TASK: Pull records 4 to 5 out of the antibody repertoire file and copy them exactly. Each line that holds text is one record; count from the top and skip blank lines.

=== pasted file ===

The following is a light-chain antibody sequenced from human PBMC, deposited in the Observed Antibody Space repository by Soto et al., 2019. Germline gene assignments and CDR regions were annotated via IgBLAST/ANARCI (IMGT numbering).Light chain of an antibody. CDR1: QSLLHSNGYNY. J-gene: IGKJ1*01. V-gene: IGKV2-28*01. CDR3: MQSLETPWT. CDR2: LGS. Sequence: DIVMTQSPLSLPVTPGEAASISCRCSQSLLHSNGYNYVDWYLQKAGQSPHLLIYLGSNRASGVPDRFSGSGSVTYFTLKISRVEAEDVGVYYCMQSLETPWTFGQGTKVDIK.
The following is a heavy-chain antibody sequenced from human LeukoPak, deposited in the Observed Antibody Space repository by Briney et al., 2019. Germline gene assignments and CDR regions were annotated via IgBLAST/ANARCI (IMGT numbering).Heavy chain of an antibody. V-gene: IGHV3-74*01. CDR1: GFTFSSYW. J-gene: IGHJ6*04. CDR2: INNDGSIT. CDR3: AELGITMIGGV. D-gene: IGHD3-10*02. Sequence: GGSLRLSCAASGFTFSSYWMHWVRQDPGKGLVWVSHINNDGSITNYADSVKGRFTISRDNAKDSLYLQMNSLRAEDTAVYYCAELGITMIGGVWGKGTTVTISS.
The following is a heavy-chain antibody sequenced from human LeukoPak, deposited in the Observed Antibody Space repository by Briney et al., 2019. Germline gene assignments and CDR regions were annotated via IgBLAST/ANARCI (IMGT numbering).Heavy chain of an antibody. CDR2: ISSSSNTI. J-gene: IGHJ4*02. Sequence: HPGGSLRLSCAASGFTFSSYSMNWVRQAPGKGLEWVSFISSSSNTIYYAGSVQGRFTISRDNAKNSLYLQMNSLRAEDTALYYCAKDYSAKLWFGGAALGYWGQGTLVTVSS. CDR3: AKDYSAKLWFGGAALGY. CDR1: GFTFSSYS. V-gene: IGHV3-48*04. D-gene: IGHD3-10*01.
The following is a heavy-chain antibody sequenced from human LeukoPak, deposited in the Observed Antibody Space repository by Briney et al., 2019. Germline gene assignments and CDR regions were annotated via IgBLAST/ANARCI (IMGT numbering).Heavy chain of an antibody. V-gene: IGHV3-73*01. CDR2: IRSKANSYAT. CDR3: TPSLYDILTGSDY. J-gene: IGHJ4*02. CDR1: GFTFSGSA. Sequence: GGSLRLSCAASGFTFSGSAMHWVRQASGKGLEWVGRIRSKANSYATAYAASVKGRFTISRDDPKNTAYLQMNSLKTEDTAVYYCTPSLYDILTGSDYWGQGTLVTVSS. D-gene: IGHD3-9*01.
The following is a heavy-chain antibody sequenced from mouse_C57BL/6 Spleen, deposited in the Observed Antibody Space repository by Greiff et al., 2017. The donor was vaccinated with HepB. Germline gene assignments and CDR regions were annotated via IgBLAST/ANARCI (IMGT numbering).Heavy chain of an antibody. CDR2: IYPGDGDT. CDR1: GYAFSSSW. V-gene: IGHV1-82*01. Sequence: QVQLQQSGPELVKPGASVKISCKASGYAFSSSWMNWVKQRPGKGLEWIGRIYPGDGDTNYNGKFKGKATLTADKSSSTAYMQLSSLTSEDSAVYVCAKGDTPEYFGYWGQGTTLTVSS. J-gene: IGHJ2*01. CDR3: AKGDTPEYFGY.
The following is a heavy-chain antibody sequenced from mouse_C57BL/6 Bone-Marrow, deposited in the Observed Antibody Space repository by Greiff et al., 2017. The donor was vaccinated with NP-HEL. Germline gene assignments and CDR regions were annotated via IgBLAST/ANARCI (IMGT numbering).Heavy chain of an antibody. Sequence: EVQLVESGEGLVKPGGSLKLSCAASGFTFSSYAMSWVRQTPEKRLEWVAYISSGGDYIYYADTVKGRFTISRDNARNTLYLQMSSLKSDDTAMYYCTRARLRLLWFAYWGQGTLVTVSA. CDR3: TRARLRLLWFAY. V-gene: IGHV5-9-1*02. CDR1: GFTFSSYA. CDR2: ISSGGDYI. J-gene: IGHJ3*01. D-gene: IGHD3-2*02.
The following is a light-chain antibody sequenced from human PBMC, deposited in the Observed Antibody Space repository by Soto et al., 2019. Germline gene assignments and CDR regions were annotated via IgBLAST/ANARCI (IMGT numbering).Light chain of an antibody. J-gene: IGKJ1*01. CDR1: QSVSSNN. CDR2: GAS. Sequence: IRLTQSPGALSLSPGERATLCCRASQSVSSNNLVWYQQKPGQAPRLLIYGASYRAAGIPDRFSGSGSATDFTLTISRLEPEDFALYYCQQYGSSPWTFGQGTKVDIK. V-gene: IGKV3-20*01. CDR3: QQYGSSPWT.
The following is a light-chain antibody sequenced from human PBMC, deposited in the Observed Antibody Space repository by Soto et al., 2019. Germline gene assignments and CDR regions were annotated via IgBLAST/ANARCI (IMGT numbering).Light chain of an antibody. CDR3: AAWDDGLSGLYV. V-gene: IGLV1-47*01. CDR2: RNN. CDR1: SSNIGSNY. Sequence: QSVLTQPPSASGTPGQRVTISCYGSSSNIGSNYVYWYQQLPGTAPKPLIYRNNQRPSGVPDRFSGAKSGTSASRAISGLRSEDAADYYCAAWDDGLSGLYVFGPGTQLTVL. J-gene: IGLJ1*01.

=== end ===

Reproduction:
The following is a heavy-chain antibody sequenced from human LeukoPak, deposited in the Observed Antibody Space repository by Briney et al., 2019. Germline gene assignments and CDR regions were annotated via IgBLAST/ANARCI (IMGT numbering).Heavy chain of an antibody. V-gene: IGHV3-73*01. CDR2: IRSKANSYAT. CDR3: TPSLYDILTGSDY. J-gene: IGHJ4*02. CDR1: GFTFSGSA. Sequence: GGSLRLSCAASGFTFSGSAMHWVRQASGKGLEWVGRIRSKANSYATAYAASVKGRFTISRDDPKNTAYLQMNSLKTEDTAVYYCTPSLYDILTGSDYWGQGTLVTVSS. D-gene: IGHD3-9*01.
The following is a heavy-chain antibody sequenced from mouse_C57BL/6 Spleen, deposited in the Observed Antibody Space repository by Greiff et al., 2017. The donor was vaccinated with HepB. Germline gene assignments and CDR regions were annotated via IgBLAST/ANARCI (IMGT numbering).Heavy chain of an antibody. CDR2: IYPGDGDT. CDR1: GYAFSSSW. V-gene: IGHV1-82*01. Sequence: QVQLQQSGPELVKPGASVKISCKASGYAFSSSWMNWVKQRPGKGLEWIGRIYPGDGDTNYNGKFKGKATLTADKSSSTAYMQLSSLTSEDSAVYVCAKGDTPEYFGYWGQGTTLTVSS. J-gene: IGHJ2*01. CDR3: AKGDTPEYFGY.